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Good point, the entire boat was professionally re-wired not that long ago, and everything looks very good. But it will take me a while to trace everything down and figure out how it all REALLY works. I do have a professional quality Fluke meter that's been very helpful so far.

I wasn't focused on the battery system since it all worked fine during sea trials and some basic testing of the system, such as switching loads to and from the inverter and the two banks. Now I'll be digging deeper.
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Old 03-31-2013, 09:20 PM   #7
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OK, the results are in - partially.

Bank #1, with two sealed 1,000 CCA commercial starting batteries in parallel, isn't hooked up to any charger. And at one point the selector switch for the house loads was set to "1". The engines hadn't been run all winter. That explains why it was weak.

Bank #2, one 8D battery, was low on water. THREE GALLONS low. I've never seen a battery take that much water. It charged for a few hours and was on the float stage when I left. Next weekend I'll run the equalizing routine on the charger, but even if I can bring back some life, it will be replaced.

I was surprised there's no way to charge bank #1. I have a Heart Freedom 20 inverter/charger, and I found where in the manual it actually states there's only one charging circuit on the model 20.

For a test, I set both engine selector switches to "all" and left it that way for a couple of hours, thinking it would force some charge into bank #1 via the charger hooked to bank #2. It seemed to work. After all this, both batteries were able to start their respective engines.

I'm thinking about installing an old 2-line 30A smart charger I have and wiring it to bank #1 and the genset starting battery. I'd keep bank #1 as the starting bank with two 12V batteries, and fill up the rest of the battery compartment with 6-8 golf cart batteries, for a 660 to 880AH house bank.
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Old 03-31-2013, 09:35 PM   #8
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From what I have read, once the battery plates in your 8D were exposed to the air, the battery is toast.

Golf Cart batteries are a respectable and inexpensive way to have a good house bank. Lots of cruisers use them and they are readily available.
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Old 03-31-2013, 11:14 PM   #9
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I would caution away the idea of hooking a charger to the genset battery and the Engine start battery (bank 1). You could create a path that would allow a dead engine battery take the genset battery with it. My genset battery is hooked to nothing other than the genset. It is a good, fresh battery that I want completely independent from the other batteries. The genset is the power source of last resort. When it starts it can charge all the other batteries. If I was away from the boat for an extended period of time and I was concerned about the genset battery state of charge, I have a portable 10 amp charger I can hook to it powered by shorepower. I also carry a set of jumper cables. But I have never used either the portable charger or the jumper cables. I hope to keep it that way.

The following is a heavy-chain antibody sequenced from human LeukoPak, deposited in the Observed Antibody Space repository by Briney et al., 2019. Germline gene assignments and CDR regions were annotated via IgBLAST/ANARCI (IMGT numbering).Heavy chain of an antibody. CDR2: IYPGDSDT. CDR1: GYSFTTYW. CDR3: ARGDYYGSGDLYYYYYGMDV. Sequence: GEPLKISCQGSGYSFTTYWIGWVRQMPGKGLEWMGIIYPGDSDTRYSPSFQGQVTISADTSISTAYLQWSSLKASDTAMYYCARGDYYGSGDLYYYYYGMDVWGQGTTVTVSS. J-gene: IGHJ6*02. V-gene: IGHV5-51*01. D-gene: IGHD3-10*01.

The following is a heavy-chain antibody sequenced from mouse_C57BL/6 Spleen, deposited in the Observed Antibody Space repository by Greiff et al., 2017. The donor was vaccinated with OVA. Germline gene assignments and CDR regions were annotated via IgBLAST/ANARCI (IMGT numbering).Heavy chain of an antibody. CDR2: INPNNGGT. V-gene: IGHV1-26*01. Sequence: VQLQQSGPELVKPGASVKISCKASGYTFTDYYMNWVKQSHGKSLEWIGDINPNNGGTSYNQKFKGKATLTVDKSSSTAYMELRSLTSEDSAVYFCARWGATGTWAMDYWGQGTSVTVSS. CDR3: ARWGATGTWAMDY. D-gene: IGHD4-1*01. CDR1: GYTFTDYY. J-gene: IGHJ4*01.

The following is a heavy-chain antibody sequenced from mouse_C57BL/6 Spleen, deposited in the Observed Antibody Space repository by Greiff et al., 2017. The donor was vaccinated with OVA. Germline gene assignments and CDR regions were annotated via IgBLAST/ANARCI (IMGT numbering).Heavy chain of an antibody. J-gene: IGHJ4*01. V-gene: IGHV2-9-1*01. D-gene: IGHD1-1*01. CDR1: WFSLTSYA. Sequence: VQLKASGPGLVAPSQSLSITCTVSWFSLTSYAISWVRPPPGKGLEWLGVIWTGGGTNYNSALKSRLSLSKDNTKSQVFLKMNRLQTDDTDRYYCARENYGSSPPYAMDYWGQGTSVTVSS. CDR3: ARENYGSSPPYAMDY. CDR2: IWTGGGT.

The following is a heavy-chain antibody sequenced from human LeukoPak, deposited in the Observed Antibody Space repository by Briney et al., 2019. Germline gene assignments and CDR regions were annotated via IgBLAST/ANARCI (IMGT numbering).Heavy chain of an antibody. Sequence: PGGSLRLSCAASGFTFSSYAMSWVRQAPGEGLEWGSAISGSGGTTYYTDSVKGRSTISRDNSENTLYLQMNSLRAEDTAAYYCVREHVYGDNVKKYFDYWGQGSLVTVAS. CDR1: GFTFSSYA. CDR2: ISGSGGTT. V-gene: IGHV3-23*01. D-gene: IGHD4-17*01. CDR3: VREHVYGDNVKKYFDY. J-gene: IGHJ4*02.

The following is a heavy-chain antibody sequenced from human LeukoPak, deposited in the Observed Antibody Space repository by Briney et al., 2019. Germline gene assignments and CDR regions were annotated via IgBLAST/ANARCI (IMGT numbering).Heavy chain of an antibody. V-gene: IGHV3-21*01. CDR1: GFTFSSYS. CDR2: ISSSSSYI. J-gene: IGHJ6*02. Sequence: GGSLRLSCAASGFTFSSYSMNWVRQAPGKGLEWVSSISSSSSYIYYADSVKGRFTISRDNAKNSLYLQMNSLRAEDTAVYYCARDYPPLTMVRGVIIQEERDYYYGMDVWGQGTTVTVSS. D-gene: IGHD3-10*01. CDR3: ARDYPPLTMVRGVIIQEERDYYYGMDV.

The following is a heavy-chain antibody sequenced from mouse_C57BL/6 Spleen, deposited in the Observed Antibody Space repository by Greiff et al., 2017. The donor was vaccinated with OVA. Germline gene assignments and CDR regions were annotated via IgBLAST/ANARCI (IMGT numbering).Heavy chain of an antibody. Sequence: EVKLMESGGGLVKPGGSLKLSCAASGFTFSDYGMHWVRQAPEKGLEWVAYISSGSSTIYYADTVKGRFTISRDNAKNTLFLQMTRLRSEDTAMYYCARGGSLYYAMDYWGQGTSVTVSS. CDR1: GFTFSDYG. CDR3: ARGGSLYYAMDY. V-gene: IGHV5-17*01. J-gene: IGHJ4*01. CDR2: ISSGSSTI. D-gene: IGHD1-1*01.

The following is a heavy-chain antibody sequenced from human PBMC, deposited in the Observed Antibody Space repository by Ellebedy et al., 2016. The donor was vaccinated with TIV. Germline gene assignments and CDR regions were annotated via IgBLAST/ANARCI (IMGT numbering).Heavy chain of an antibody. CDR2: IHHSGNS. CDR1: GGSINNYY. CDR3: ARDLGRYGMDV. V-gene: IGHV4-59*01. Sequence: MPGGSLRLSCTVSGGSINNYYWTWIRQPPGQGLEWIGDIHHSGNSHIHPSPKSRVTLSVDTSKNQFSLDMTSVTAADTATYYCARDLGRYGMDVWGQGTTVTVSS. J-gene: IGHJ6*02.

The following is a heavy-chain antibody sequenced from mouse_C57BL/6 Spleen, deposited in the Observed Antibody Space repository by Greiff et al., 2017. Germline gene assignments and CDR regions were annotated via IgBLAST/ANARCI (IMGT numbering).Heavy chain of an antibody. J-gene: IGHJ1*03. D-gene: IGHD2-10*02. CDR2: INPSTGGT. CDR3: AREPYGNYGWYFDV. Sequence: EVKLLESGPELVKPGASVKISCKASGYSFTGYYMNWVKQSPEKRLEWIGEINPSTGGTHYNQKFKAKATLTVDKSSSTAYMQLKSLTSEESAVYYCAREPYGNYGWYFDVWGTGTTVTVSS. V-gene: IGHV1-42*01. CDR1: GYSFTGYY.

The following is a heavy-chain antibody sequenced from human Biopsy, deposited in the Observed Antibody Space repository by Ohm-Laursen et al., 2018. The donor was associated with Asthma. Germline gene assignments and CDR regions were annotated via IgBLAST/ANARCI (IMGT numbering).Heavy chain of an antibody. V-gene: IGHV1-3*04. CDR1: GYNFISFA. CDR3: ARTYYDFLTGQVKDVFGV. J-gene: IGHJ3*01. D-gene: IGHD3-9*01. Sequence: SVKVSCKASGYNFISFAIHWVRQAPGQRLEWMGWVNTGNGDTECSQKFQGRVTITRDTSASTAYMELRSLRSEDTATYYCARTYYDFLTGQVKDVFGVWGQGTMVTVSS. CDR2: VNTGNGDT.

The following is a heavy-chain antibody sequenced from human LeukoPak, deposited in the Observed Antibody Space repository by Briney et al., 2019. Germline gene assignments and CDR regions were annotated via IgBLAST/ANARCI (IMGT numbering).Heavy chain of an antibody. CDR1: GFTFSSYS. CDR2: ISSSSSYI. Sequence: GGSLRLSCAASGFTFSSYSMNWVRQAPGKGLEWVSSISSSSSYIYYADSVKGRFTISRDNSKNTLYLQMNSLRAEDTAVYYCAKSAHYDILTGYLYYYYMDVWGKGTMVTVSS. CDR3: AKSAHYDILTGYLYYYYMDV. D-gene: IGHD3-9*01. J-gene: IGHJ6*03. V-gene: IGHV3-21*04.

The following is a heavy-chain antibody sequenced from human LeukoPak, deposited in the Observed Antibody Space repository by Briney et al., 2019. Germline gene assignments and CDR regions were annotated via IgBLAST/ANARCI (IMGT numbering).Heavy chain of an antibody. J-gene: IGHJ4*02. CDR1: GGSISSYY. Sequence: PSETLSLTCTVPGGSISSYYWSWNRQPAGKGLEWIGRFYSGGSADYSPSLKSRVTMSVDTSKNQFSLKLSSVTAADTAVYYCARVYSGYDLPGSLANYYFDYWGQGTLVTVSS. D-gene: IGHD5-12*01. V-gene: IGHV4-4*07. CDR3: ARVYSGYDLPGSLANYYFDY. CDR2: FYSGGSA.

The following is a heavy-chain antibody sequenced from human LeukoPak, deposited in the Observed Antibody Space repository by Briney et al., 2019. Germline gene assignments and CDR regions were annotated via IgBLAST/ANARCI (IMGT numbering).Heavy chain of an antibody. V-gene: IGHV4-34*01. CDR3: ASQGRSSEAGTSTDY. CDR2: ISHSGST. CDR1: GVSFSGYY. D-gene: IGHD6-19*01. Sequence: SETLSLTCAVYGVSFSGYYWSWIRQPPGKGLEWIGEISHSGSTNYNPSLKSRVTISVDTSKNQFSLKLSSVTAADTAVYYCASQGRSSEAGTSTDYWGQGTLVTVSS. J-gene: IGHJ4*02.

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Old 04-01-2013, 03:07 AM   #10
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The Heart Freedom series has (I believe) only one three-stage (smart) charger connection. Howver some models can accomodate one or more echo chargers. These are float charge only. They will recharge a battery and hold it at charge but the recharging time is longer than the three-stage charging circuit. I believe the Freedom 20 can accomodate two echo chargers.

Usually the smart-charge circuit is connected to the house battery or bank since it is the one that will get the most use and largest potential discharges and is usually the battery or bank the inverter is connected to. The echo chargers can be connected to the start battery and a generator start battery if there is one.

This is how our boat is set up.
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Old 04-01-2013, 06:13 AM   #11
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but even if I can bring back some life, it will be replaced.

Be sure to drag the old dead batt to the batt store , its worth about $50.
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Old 04-01-2013, 06:16 AM   #12
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Yes, I read that about the echo charger in the manual, but the inverter is in a dark closet and I didn't see any place to connect it. I'll look closer at the manual and try to crawl in there with a light and magnifying glass, that would be perfect for the genset.

The "old" charger I have (twenty years newer than the boat!) is set up to charge two completely separate banks. I suppose it could fail internally and set up a path between the two systems. I could just wire it through a switch and only use it if needed. I do like the idea of keeping the generator system isolated.